Is Low Volatility Investing the Way To Go?

low volatility investing

low volatility investingBrenda Jubin reminds me a lot of myself. Actually, it probably the other way around. She is someone that I would like to resemble one day.

Her blog, Reading the Markets, is an interesting site where she discusses different insights she has gained from financial literature. In a recent post, she discussed a few excepts from Peter Sanders’ book All About Low Volatility Investing. As I have been gravitating towards approaches that are less time intensive but still include some quantitative analysis, I was very interested in what Brenda had to say.

She began by quoting a financial study and illustrating the power of low-volatility returns:

Over the 41 years between January 1968 and December 2008 a dollar invested in the lowest-volatility portfolio, assuming no transaction costs, increased to $59.55 whereas a dollar invested in the highest-volatility portfolio was worth a mere 58 cents by the end. In real terms, the former produced a gain of $10.12, the latter a loss of more than 90 cents (or 90%).

Brenda continues by discussing the views Sanders expresses in his book:

Sander begins at the level of portfolio construction. He suggests building a three-tiered portfolio comprised of foundational, rotational, and opportunistic investments. Low-volatility investments belong to the foundational portion of the portfolio, along with such long-term investments as real estate, trusts, and collectibles.

That makes a lot of sense from a wealth management standpoint. I’m not convinced that it will help me grow 10 grand into 10 million, but I’m not convinced anything else will either.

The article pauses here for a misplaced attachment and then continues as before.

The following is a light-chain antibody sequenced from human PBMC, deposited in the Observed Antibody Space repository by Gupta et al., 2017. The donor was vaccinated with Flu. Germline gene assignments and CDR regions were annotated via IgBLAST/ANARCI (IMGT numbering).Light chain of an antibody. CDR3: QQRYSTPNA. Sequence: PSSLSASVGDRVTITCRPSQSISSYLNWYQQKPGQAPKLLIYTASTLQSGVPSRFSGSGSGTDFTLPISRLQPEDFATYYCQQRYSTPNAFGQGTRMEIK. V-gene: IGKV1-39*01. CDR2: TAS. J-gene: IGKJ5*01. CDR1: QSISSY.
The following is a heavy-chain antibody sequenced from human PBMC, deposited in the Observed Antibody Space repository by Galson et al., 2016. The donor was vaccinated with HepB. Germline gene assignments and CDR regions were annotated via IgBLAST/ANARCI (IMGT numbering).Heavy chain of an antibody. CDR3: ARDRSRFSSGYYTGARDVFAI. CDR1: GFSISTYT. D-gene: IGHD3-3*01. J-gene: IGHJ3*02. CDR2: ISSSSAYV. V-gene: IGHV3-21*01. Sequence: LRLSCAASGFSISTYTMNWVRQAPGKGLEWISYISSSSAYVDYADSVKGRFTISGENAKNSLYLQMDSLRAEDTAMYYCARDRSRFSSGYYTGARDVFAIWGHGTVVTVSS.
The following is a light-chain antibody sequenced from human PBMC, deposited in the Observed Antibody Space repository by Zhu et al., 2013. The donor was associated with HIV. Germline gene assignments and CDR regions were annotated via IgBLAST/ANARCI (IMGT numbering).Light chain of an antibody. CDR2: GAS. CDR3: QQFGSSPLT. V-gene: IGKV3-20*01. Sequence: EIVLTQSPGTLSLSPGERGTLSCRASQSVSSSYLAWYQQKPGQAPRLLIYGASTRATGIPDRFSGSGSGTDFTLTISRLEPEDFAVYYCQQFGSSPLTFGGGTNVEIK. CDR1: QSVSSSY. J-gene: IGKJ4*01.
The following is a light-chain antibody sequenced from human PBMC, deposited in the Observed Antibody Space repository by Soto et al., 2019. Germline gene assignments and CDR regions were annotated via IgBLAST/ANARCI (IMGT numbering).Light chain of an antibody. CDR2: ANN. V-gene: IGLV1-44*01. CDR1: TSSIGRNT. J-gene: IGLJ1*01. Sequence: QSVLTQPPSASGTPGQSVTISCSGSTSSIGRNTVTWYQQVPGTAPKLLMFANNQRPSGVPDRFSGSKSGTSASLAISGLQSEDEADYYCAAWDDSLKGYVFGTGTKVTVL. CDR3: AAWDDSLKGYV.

Rotational investments are those that take advantage of business cycles such as sector-specific ETFs. Opportunistic investments/trades include high beta stocks and options. The weightings of these categories of investments will depend on how conservative or aggressive the investor is.

The rotational park reminds me of Mebane Faber’s Ivy Portfolio. I am obviously very interested at this point. I also like the idea of adjusting the weightings based on the desire to be more or less aggressive.

A sample tiered portfolio would consist of classic low volatility stocks (30%), low volatility funds (30%), real estate income (10%), inflation hedge (10%), sector funds (5%), inverse/low correlated (5%), strategy funds (5%), and “hot stuff” (5%).

I would really like to see how this portfolio has performed. I assume that if Sanders is writing a book, and Brenda found it good enough to write about, that there is some serious return data to back up this portfolio. If that’s the case, this could be a great alternative to wasting my time hassling with trend following systems.